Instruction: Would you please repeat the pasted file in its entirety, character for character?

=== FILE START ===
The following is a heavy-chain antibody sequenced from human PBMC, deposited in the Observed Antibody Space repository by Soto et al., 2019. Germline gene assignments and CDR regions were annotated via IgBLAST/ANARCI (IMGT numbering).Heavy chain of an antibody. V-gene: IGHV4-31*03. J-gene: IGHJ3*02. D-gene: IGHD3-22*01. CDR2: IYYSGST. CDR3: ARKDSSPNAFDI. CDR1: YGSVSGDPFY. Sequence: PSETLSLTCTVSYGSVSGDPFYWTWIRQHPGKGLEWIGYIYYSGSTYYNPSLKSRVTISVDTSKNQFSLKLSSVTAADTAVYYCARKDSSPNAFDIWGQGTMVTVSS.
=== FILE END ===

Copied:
The following is a heavy-chain antibody sequenced from human PBMC, deposited in the Observed Antibody Space repository by Soto et al., 2019. Germline gene assignments and CDR regions were annotated via IgBLAST/ANARCI (IMGT numbering).Heavy chain of an antibody. V-gene: IGHV4-31*03. J-gene: IGHJ3*02. D-gene: IGHD3-22*01. CDR2: IYYSGST. CDR3: ARKDSSPNAFDI. CDR1: YGSVSGDPFY. Sequence: PSETLSLTCTVSYGSVSGDPFYWTWIRQHPGKGLEWIGYIYYSGSTYYNPSLKSRVTISVDTSKNQFSLKLSSVTAADTAVYYCARKDSSPNAFDIWGQGTMVTVSS.